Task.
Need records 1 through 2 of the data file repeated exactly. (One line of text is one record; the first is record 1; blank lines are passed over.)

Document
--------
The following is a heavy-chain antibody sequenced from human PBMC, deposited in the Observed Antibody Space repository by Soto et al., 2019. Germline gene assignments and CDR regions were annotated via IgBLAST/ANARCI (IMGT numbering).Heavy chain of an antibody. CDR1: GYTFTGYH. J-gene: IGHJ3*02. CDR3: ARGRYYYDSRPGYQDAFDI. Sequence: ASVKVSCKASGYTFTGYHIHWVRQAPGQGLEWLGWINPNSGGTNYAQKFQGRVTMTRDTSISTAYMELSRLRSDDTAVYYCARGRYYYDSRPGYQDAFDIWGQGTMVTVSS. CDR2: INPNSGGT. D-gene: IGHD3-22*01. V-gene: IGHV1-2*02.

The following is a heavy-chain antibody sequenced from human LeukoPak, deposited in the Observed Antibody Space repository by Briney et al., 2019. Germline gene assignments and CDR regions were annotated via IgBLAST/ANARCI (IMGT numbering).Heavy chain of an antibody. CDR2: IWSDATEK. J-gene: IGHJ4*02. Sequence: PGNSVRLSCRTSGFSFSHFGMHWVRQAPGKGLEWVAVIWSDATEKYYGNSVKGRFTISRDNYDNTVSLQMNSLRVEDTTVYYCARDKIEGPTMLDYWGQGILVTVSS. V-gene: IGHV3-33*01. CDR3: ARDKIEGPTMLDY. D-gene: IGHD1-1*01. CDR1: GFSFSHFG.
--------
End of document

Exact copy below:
The following is a heavy-chain antibody sequenced from human PBMC, deposited in the Observed Antibody Space repository by Soto et al., 2019. Germline gene assignments and CDR regions were annotated via IgBLAST/ANARCI (IMGT numbering).Heavy chain of an antibody. CDR1: GYTFTGYH. J-gene: IGHJ3*02. CDR3: ARGRYYYDSRPGYQDAFDI. Sequence: ASVKVSCKASGYTFTGYHIHWVRQAPGQGLEWLGWINPNSGGTNYAQKFQGRVTMTRDTSISTAYMELSRLRSDDTAVYYCARGRYYYDSRPGYQDAFDIWGQGTMVTVSS. CDR2: INPNSGGT. D-gene: IGHD3-22*01. V-gene: IGHV1-2*02.

The following is a heavy-chain antibody sequenced from human LeukoPak, deposited in the Observed Antibody Space repository by Briney et al., 2019. Germline gene assignments and CDR regions were annotated via IgBLAST/ANARCI (IMGT numbering).Heavy chain of an antibody. CDR2: IWSDATEK. J-gene: IGHJ4*02. Sequence: PGNSVRLSCRTSGFSFSHFGMHWVRQAPGKGLEWVAVIWSDATEKYYGNSVKGRFTISRDNYDNTVSLQMNSLRVEDTTVYYCARDKIEGPTMLDYWGQGILVTVSS. V-gene: IGHV3-33*01. CDR3: ARDKIEGPTMLDY. D-gene: IGHD1-1*01. CDR1: GFSFSHFG.